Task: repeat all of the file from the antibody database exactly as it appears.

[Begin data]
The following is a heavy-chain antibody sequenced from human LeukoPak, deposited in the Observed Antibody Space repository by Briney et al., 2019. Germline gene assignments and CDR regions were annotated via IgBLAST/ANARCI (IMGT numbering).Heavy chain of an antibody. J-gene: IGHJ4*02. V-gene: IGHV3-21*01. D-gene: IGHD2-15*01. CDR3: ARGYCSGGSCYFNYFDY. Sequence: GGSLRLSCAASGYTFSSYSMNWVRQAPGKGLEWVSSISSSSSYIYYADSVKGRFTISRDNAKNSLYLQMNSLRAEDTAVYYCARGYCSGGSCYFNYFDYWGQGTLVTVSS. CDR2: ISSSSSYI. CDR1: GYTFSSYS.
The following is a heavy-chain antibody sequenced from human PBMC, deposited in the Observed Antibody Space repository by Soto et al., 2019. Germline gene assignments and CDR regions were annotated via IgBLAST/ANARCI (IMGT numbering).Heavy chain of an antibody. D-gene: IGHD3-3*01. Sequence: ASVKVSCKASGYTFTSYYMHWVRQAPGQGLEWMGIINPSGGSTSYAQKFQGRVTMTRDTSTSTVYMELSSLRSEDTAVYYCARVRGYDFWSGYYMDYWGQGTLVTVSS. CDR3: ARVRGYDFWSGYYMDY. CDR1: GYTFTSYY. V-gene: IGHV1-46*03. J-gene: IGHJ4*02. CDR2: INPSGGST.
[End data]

The following is a heavy-chain antibody sequenced from human LeukoPak, deposited in the Observed Antibody Space repository by Briney et al., 2019. Germline gene assignments and CDR regions were annotated via IgBLAST/ANARCI (IMGT numbering).Heavy chain of an antibody. J-gene: IGHJ4*02. V-gene: IGHV3-21*01. D-gene: IGHD2-15*01. CDR3: ARGYCSGGSCYFNYFDY. Sequence: GGSLRLSCAASGYTFSSYSMNWVRQAPGKGLEWVSSISSSSSYIYYADSVKGRFTISRDNAKNSLYLQMNSLRAEDTAVYYCARGYCSGGSCYFNYFDYWGQGTLVTVSS. CDR2: ISSSSSYI. CDR1: GYTFSSYS.
The following is a heavy-chain antibody sequenced from human PBMC, deposited in the Observed Antibody Space repository by Soto et al., 2019. Germline gene assignments and CDR regions were annotated via IgBLAST/ANARCI (IMGT numbering).Heavy chain of an antibody. D-gene: IGHD3-3*01. Sequence: ASVKVSCKASGYTFTSYYMHWVRQAPGQGLEWMGIINPSGGSTSYAQKFQGRVTMTRDTSTSTVYMELSSLRSEDTAVYYCARVRGYDFWSGYYMDYWGQGTLVTVSS. CDR3: ARVRGYDFWSGYYMDY. CDR1: GYTFTSYY. V-gene: IGHV1-46*03. J-gene: IGHJ4*02. CDR2: INPSGGST.